British parliamentarian William Wilberforce’s legacy rests on his bold public stance against slavery. The legendary 18th- and 19th-century abolitionist stood up before the British people in the House of Commons with a message of piercing moral clarity: Whatever the cost of abolition, there is no excuse for slavery.

After several years of impassioned advocacy, Wilberforce declared to the House of Commons, “Having heard all of this, you may choose to look the other way, but you can never again say you did not know.”

Given the findings of the U.S., the United Nations, and the European Union, the world can no longer deny knowledge of the Chinese Communist Party’s crimes against humanity, including forced labor, perpetrated primarily against the Uyghurs.

With ignorance no excuse, it’s time for Europe to follow the U.S. example, remove the products of Uyghur forced labor from its store shelves, and stop permitting the CCP to profit from genocide.

In December 2021, with irrefutable evidence of genocide and forced labor throughout Xinjiang, the U.S. enacted the Uyghur Forced Labor Prevention Act to eliminate products of forced labor from American imports.

To ensure this, the forced-labor ban presumes all Xinjiang goods are the product of forced labor unless the importer proves otherwise through clear and convincing evidence. However, while the law has reduced forced-labor imports, enforcement must continue to be strengthened to completely eliminate this despicable trade.

Slow to follow suit, the European Commission proposed banning goods made with forced labor in October 2022. In an encouraging move, the European Parliament approved anti-forced labor regulations in April, but the European Council must ratify them to reduce this heinous trade.

While Britain can point to public corporate reporting on forced labor, thanks to the Modern Slavery Act of 2015, the British government has not passed legislation or established a legal precedent barring imports from Xinjiang.

Tragically, Europe’s hesitation has incurred a grave cost, as American officials regularly share details of the Chinese Communist Party’s ongoing repression of the Uyghur population. Not only has the CCP conducted mass sterilization and forced more than 1 million Uyghurs into political reeducation camps, its efforts include widespread forced labor—in other words, slavery—in sectors ranging from clothing to solar panels.

Enforcement statistics from U.S. Customs and Border Protection bear this out, with records detailing $670 million in denied shipments, out of total reviewed shipments of $3.7 billion, implicated in forced labor over the past two years.

Without a unified stand by U.S. allies, however, Xinjiang’s exports just end up rerouted. For example, Xinjiang’s exports to European Union countries increased by 34% in 2022, the year the Uyghur Forced Labor Prevention Act took effect in the United States.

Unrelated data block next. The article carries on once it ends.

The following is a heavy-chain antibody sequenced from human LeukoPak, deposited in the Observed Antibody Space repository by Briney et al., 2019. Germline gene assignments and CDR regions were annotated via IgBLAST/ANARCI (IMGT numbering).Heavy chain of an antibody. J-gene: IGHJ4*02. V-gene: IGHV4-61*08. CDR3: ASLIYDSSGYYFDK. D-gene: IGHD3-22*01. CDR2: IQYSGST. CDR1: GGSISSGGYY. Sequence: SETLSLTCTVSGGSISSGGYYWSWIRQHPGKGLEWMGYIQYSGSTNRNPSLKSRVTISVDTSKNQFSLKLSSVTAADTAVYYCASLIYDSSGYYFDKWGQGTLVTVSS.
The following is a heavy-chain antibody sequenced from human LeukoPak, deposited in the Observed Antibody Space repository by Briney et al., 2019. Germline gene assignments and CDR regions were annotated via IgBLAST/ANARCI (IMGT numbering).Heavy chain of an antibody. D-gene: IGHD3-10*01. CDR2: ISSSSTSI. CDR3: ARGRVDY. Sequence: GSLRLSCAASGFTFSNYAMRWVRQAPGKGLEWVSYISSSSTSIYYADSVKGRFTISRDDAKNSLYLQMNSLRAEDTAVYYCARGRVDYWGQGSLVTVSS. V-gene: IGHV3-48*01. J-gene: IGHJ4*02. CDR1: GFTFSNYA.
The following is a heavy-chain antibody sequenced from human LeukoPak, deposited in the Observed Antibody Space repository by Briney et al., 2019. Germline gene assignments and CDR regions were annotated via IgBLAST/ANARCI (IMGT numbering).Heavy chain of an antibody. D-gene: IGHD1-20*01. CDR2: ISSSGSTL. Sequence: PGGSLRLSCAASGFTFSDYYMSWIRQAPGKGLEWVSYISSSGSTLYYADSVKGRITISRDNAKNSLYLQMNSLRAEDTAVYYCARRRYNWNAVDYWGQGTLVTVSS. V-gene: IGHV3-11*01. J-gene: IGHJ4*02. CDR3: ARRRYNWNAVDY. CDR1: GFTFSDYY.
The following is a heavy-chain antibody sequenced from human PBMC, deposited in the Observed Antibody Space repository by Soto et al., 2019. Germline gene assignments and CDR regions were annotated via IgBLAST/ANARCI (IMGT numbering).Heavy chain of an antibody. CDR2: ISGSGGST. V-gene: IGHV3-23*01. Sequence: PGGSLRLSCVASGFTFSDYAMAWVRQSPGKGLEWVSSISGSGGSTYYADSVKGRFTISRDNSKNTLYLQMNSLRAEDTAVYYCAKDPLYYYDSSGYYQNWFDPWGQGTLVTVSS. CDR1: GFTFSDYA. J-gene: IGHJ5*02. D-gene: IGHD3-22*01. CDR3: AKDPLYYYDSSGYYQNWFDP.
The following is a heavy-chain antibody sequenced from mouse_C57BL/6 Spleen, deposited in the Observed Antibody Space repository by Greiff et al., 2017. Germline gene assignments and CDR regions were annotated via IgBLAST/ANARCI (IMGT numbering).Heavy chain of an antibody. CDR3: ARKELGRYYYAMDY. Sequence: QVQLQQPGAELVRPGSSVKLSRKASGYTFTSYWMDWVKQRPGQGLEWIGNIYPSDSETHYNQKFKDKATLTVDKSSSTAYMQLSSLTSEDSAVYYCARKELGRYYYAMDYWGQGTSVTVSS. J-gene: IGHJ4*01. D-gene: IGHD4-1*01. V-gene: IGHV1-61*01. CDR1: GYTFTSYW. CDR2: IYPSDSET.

At an April 2023 Congressional-Executive Commission on China hearing, Anasuya Syam, the human rights and trade policy director at the Human Trafficking Legal Center, warned lawmakers: “Without a similar, regional approach [to the Uyghur Forced Labor Prevention Act] to Xinjiang, the EU will continue to be a dumping ground for goods manufactured using Uyghur labor.”

Despite that evidence, however, Europe remains rhetorically bold, but slow to act.

European capitals have publicly hailed measures to reduce trade in goods created through forced labor. A European Parliament resolution called on the European Commission “to propose an import ban on all products produced by forced labour and on products produced by all Chinese companies listed as exploiting forced labour … .”

Belgian Deputy Prime Minister Pierre-Yves Dermagne has affirmed, “This hideous crime must be eradicated, and the first step to achieve this consists in breaking the business model of companies that exploit workers.” And in 2021, Britain’s then-trade secretary, Liz Truss, declared, “Forced labour, anywhere in the world, is unacceptable.” However, Europe has yet to match those lofty words with action.

Considering the CCP’s continuing abuse of Uyghurs as a slave-labor force, the European Council should ratify the Forced Labour Regulation adopted by the European Parliament to ban imported goods produced by forced labor at its next meeting in June and move forward with implementation.

Given America’s experience implementing trade restrictions to stamp out forced labor, from laws like the Tariff Act of 1930 as amended in 2015 to the Uyghur Forced Labor Prevention Act, the State Department should work with the United Kingdom and other European allies to strengthen measures denying market access to the products of forced labor.

By taking these actions, America and our European allies can stand with Wilberforce in recognizing that now is “a time [in] which all … should be strenuous in their endeavours to lighten the vessel of state, of such a load of guilt and infamy.”